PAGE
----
1. Lol Mansell. Like he was ever any good.

        2. Yes, it’s after.

        3. One battle I’m hoping for next year @matthijs that is not talked about is Alonso vs Verstappen. Hopefully we are having races where its Mercedes vs Ferrari vs Red Bull vs McLaren.

          Theres a lot to look forwards to next year. With Palmer & Kvyat gone, and room likely to be made for both Gionvinnazi and LeClerc you’re looking at a grid which has got talent from top to bottom. I know we are a critical bunch, but this combined with new regulations from 2021 addressing some of the other problems tells me the sport is heading in the right direction.

        4. Yeah, but Schumacher proved to be able to beat the bests of his era on track.
          I don’t feel Verstappen has showed a similar potential, yet. Of course, I’m not ruling out the chance he will, it’s just I am still not sure.

          Vettel, BTW, is not a good example, his stats are largely influenced by Red Bull cars and politics..

          1. And when he (Schumi) couldn’t beat them on the track, he drove into them or parked in the middle of Rascasse – never forget that! For all his attainments, Michael Schumacher is also the greatest cheater in F1 history.

          2. And without doubt, the same goes for Hamilton.

            Without that superiority of the Merc in last 4 years, he would not have been a 4 time WDC. He even lost a year against a teammate in the same superior car and without the bad strike of Vettel these last 4 races he would not have been 2017 WDC yet. So luck and the right car at the right moment are always of the highest importance to become WDC.

            And Hamilton did have lots of fortune and car reliability this year, he has only driven one lap less then the maximum possible this season (that one lap was the last lap in Mexico because he finished one lap down on Verstappen because he was lapped during the race!).

  2. Didn’t Wehrlein pit on lap 4 to finish the race on the new set of tyres? That didn’t really look like a strategy to me, especially considering that he had a very slow in lap. I thought he was one of the drivers who were unlucky enough to collect debris from Vettel’s collision, damaging his tyre.
    But I don’t know of any statements that could support or disprove that impression. At this stage, the Sauber drivers could strip to their underwear and perform the YMCA dance on the grid, and still hardly be noticed by the cameras.

    1. He didn’t collect anything from what I was aware. They just tried what they did on Ericsson last year. Ericsson got involved in a first lap collision last year and had to go round slow and pit. He then did 69 laps on one set of tryes. He then finished 11th with his Sauber and only Wehrlein in a Manor had retired that race. Based on this, they maybe thought that Wehrlein should have managed to do 65 laps. But compared to Ericsson last year, I think it was pretty clear that he struggled. Therefore, I think I can understand Keith putting him as a struggler.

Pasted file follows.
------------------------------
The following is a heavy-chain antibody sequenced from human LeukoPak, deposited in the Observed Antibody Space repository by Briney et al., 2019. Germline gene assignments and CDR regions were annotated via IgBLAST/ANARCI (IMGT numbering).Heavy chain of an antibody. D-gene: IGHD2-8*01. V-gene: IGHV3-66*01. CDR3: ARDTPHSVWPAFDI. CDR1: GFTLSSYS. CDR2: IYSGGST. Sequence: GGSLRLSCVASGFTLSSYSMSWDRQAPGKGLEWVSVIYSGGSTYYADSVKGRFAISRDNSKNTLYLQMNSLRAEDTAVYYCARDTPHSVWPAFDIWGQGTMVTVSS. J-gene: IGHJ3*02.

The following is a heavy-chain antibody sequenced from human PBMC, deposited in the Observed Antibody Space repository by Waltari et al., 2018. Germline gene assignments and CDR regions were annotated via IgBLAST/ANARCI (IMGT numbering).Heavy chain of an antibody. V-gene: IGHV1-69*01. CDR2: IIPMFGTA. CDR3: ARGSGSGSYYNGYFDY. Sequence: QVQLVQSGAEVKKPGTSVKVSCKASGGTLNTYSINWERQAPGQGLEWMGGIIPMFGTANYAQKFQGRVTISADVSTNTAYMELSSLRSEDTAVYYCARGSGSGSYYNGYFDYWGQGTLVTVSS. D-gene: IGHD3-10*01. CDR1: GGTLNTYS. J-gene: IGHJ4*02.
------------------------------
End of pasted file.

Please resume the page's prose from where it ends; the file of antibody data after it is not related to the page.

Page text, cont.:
2. I guess it was a normal strategy. Sauber has been adopting these kinds of weird strategies all season long. The main idea is to get out of the traffic jam as soon as possible in order to gain track position after the round of pitstops. This time the strategy most likely didn’t work because fresh softs were slower than slightly worn ultra-softs. Also, most drivers got an almost free stop during the virtual safety car period. I think it’s a shame, because Wehrlein was actually reasonably fast in the race and he would have done much better with a more conventional strategy.

  3. @liko41 How many GPs did Schumacher win before the changing of the guards in F1 in 1994? Two. How many GPs did Vettel win before the changing of the guards in F1 in 2009? One. Or is the changing of the guards AFTER you win a championship?

    Having said that, I don’t think the Vettel/Hamilton era is over yet.

    1. Sorry, wrong place.

  4. I found Hamilton to be one of the strugglers. It took him ages to pass Sainz for P18. Than only finishing 9th wasn’t up to the level we normally see him operate. The difference between the Mercedes and the mid field teams is massive and he should have been 6-7th at least.
    And that for his championship race.

    1. @seabass – The Mercs were set up for the Ultrasoft tyres, it’s pretty much all they used for fast runs. Unfortunately, the race-start damage to Hamilton’s diffuser and final set of Ultrasofts left him with a very non-optimal setup. It was hard to see him struggling in the turbulence of midfielders but things improved as soon as he upgraded from Softs to Supersofts.

    2. To be fair, Hamilton’s car had a chunk of the diffuser broken so the car was compromised and he was many laps behind Sainz that had a fairly quick car. He made better progress once Sainz was out of the way.

    3. @seabass Hamilton not being able to move up through the field had me puzzled until I found out (after the race) that his diffuser had been badly damaged in that 1st lap incident. I suppose that could explain it, but you’re right, he was definitely one of the strugglers.

      1. After he changed his tires in lap 1 he drove several laps in the same lap times as the top 3, so I don’t think that that diffuser played such a big role. Only when he had to pass a front runner he wasn’t able to do that in a few corners. It took him ages to pass the number 17 on the grid! That’s a struggler for me, WDC or not .

        1. There’s no way Hamilton was a struggler. He was hit and suffered massive damage through no fault of his own. He was at least 20 seconds behind Sainz and in dead last after lap 1. He took some time to overtake a few cars but he didn’t need to be as aggressive as Vettel. Let’s face it, he knew he’d likely won the Championship and would probably want to celebrate by finishing the race rather than in the garage. He didn’t need to take risks so we’ve got easier overtakes. Just look at the diffuser and floor damage and tell me that didn’t impact the pace of the car.

    4. I keep seeing this comment raised on social media and it just seems absurd.